Dating is difficult. In dating, Black women are frequently forced to feel inadequate and unworthy of truly genuine, caring, and lasting relationships. When you add herpes to the equation, things can become more problematic.
Sexually transmitted diseases (STIs), particularly herpes, are fraught with stigma. Confusion and an overall lack of awareness are to blame for feelings of shame, anxiety, confusion, and preconceptions regarding herpes. It’s so widespread that many individuals have it yet don’t talk about it. You’ve probably snatched entitlement or gone on a date with somebody who has it. So, how does it feel to be looking for love while publicly coping with this? Four women agreed to discuss their experiences negotiating sex and dating as a Black woman with herpes.
The viewpoint of an STD life coach
According to Belize Spivey, an STD life coach, having herpes does not predestine you to a lifetime as a spinster. You may continue dating and having sexual intercourse. Spivey got it 11 decades ago, and having to live with it required her to conduct a lot of introspection about her relationship history. She realized she had a strange sexual relationship, which she used to deal with lack of self and feel good about herself. Herpes infection forced her to reconsider her motivations for sexual involvement and perform the inner work required to go forward. She discovered living after herpes when she was allowed to do so. She founded her company, Overcoming, in 2015 to help other Black women like her.
“There have been no support organizations for people who look like me when I discovered I had herpes,” she recalls. Society is teeming with women who overcome the stigma of being a person with the situation. Platforms like Belize’s are critical in educating women about the fact that they may have successful dating and sexual relations, notwithstanding the prejudice.
Improvement in dating life
Kayla, a 25-year-old woman, claims that her herpes discovery has improved her dating life. “My dating things haven’t changed all that much.” “Herpes has enabled me to be more sensitive with men who deserve my time and set limits with those who are merely looking to smash and pass,'” she says. Interestingly, Kayla stated that the most difficult aspect of dating herpes has been connecting with men who have it.
“My encounter with H+ men hasn’t been enjoyable,” she says. “It seems that a few of them will join H+ support networks for little or no physical intimacy, engaging in sexual behaviors that I don’t particularly agree with.” “Regarding my dating experiences with H- males, I’ve discovered that they have been more tolerant of my condition.” I’ve had both favorable and unfavorable revelation results, and while the negative disclosure results didn’t merit a relationship, they were nonetheless polite in their refusal.”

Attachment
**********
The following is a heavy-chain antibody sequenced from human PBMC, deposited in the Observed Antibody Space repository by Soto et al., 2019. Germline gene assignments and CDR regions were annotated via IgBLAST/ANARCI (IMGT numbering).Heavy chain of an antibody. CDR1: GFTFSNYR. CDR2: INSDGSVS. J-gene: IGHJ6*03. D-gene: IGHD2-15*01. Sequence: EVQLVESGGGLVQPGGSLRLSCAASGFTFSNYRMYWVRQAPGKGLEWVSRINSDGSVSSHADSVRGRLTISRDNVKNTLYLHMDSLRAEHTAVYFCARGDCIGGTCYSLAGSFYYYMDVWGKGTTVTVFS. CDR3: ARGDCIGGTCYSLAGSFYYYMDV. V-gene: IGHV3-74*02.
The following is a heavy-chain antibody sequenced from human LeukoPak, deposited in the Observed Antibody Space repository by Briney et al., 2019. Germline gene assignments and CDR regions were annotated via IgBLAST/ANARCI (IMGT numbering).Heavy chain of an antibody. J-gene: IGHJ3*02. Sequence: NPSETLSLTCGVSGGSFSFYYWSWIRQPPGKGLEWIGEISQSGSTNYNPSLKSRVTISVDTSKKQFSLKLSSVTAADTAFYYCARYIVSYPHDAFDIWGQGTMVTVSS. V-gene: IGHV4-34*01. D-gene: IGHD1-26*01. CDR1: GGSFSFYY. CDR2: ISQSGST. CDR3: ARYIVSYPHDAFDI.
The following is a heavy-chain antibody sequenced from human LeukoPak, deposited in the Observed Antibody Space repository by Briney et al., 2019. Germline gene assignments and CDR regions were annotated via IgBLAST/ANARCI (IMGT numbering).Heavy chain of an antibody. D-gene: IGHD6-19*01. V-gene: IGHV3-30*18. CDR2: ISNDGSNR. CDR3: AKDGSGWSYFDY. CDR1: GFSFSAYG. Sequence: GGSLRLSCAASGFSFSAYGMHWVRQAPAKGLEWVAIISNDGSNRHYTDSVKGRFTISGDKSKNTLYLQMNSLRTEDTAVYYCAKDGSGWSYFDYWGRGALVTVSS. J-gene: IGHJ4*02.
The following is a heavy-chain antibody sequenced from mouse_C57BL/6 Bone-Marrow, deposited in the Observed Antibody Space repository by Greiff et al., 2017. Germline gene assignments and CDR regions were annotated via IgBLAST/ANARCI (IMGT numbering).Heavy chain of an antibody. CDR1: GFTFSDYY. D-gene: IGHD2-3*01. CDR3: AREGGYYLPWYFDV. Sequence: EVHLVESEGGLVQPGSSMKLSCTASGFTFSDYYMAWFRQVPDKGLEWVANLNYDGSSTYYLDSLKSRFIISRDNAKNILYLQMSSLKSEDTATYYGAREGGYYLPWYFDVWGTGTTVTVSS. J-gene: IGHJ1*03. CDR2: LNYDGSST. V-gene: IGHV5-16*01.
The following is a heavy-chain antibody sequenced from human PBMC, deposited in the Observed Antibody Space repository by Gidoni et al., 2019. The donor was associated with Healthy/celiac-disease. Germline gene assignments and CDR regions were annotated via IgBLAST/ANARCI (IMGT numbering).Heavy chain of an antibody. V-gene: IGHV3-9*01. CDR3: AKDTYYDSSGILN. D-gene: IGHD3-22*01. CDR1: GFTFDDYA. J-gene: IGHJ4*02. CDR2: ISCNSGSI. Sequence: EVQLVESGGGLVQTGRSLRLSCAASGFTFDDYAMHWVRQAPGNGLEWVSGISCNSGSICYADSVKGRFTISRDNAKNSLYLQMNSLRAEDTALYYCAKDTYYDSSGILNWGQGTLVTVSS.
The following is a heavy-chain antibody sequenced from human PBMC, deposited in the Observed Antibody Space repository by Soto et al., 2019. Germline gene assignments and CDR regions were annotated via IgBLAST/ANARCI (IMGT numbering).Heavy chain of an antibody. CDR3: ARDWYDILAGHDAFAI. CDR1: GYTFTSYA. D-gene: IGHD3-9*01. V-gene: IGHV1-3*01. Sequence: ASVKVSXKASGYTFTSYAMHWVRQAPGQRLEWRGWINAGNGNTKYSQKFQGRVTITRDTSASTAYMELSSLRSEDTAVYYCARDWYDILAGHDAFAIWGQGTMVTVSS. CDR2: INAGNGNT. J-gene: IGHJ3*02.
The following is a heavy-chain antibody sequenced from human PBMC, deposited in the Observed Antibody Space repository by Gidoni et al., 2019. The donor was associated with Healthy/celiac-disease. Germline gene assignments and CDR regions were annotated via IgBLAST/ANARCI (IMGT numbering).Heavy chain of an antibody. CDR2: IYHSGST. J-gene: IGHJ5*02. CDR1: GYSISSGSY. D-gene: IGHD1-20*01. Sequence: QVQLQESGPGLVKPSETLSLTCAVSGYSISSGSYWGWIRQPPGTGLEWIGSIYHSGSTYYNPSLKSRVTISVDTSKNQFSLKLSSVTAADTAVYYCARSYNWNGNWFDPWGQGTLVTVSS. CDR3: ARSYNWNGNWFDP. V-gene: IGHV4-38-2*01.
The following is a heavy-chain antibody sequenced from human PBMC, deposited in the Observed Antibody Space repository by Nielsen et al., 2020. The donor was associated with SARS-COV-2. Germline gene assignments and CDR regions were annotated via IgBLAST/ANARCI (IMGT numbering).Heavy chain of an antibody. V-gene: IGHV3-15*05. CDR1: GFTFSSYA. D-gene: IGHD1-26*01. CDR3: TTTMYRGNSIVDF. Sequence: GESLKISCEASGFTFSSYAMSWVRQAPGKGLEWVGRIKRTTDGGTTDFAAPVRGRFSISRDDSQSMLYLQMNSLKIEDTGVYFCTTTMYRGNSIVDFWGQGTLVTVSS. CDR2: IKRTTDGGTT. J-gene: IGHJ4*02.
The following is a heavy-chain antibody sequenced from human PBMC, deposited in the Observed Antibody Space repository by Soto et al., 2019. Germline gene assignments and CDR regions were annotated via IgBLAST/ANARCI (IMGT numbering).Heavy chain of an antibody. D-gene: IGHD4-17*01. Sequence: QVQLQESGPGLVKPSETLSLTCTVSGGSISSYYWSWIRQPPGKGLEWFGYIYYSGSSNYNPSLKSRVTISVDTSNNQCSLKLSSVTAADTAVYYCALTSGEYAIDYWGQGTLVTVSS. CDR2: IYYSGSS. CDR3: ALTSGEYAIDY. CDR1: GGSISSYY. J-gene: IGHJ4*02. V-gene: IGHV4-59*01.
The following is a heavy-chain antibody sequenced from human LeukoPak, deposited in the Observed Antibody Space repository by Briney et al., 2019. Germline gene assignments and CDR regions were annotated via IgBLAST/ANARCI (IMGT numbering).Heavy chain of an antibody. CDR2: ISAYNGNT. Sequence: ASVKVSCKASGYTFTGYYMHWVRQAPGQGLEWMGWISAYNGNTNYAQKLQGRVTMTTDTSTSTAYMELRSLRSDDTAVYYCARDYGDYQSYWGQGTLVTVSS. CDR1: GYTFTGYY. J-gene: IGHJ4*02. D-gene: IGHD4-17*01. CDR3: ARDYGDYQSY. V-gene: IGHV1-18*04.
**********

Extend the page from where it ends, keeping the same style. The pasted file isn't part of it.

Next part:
Rochelle, a 27-year-old white girl with herpes, hasn’t had the same confident dating life as Kayla. Rochelle’s social standing has harmed her self-esteem.
“I’ve put a lot of time doing inner work (with the support of therapy, reading sources, and podcasts) to truly develop that confidence to go and find love again,” she adds. “I’m putting myself out there,” she adds, “but I’ve found myself to be more conscious [about] who I choose to entertain.” As a result of her prognosis, she struggles with fears and anxieties and low self-esteem.
Rochelle continues, “Don’t get me mistaken, I often indulge in self-pleasure and aspire to be personal with a partner eventually, but it’s been incredibly lonely.”
Destine has had a similar thing happen as Rochelle. After being identified, she suffered from depression. She has, however, had a few luck after putting an attempt to return out there and date.
Staying safe while dating
“Going to date with herpes has been difficult. “When I got my diagnosis, all of my faith vanished,” she adds. “I’m very tough on myself, and I had mental health problems myself out when it’s time to announce.” Most people will hear herpes and instantly assume the worst, never attempting to know me sincerely. My sexual relationship was tossed out the window when I was first identified, but it was mostly by choice. Some prospective partners rebuffed me after putting myself out there; however, I recently met someone who also has HSV, and my sex life has skyrocketed.”
When asked what one time they needed the community to understand about those living with herpes, Kayla said, “Herpes is not the boogeyman condition that it’s portrayed out to be.” While breakouts are inconvenient, they are becoming less frequent over time, and it is feasible to have a normal, regular sex life for as long as you practice sexual relations with your partners. Herpes does not determine your value or attractiveness unless you allow it to.”
Rochelle also urged those aware of herpes to be open and inform possible partners. “It’s not good to communicate, but there’s a considerably lower likelihood of transmission when you’re fully informed.” “Communication is fundamental,” she says. “Let the person who does not have herpes decide to be affectionate with you.”
With such information, it’s a lot simpler to be knowledgeable and aware of STIs in general. For those trying to date while suffering from herpes, the reality isn’t nearly as frightening as the presumptions about whether other people react to your diagnosis. Use the resources available to help dispel the stigma associated with it. If your diagnosis has affected your self-esteem, consider counseling to express your feelings about it. You could also participate in a support network like Fight harder. Most essential, talk with prospective partners, love oneself, and understand that having herpes will not imply having any affection.